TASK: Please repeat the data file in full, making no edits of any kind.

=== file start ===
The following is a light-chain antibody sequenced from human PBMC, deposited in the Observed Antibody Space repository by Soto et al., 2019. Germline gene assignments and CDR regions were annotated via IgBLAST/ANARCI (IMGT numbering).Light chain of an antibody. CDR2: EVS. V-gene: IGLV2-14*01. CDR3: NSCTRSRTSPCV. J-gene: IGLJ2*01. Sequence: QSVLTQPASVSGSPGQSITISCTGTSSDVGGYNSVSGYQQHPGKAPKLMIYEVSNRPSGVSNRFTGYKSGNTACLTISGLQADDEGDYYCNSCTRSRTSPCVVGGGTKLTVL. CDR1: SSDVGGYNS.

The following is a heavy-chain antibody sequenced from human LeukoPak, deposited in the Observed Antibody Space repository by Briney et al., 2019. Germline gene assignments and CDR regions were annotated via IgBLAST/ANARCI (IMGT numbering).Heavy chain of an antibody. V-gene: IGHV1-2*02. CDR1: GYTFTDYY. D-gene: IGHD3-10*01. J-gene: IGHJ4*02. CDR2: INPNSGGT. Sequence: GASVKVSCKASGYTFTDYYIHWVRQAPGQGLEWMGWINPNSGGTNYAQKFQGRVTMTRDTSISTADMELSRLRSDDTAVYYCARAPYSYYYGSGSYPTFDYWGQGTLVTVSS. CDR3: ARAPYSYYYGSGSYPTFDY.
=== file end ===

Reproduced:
The following is a light-chain antibody sequenced from human PBMC, deposited in the Observed Antibody Space repository by Soto et al., 2019. Germline gene assignments and CDR regions were annotated via IgBLAST/ANARCI (IMGT numbering).Light chain of an antibody. CDR2: EVS. V-gene: IGLV2-14*01. CDR3: NSCTRSRTSPCV. J-gene: IGLJ2*01. Sequence: QSVLTQPASVSGSPGQSITISCTGTSSDVGGYNSVSGYQQHPGKAPKLMIYEVSNRPSGVSNRFTGYKSGNTACLTISGLQADDEGDYYCNSCTRSRTSPCVVGGGTKLTVL. CDR1: SSDVGGYNS.

The following is a heavy-chain antibody sequenced from human LeukoPak, deposited in the Observed Antibody Space repository by Briney et al., 2019. Germline gene assignments and CDR regions were annotated via IgBLAST/ANARCI (IMGT numbering).Heavy chain of an antibody. V-gene: IGHV1-2*02. CDR1: GYTFTDYY. D-gene: IGHD3-10*01. J-gene: IGHJ4*02. CDR2: INPNSGGT. Sequence: GASVKVSCKASGYTFTDYYIHWVRQAPGQGLEWMGWINPNSGGTNYAQKFQGRVTMTRDTSISTADMELSRLRSDDTAVYYCARAPYSYYYGSGSYPTFDYWGQGTLVTVSS. CDR3: ARAPYSYYYGSGSYPTFDY.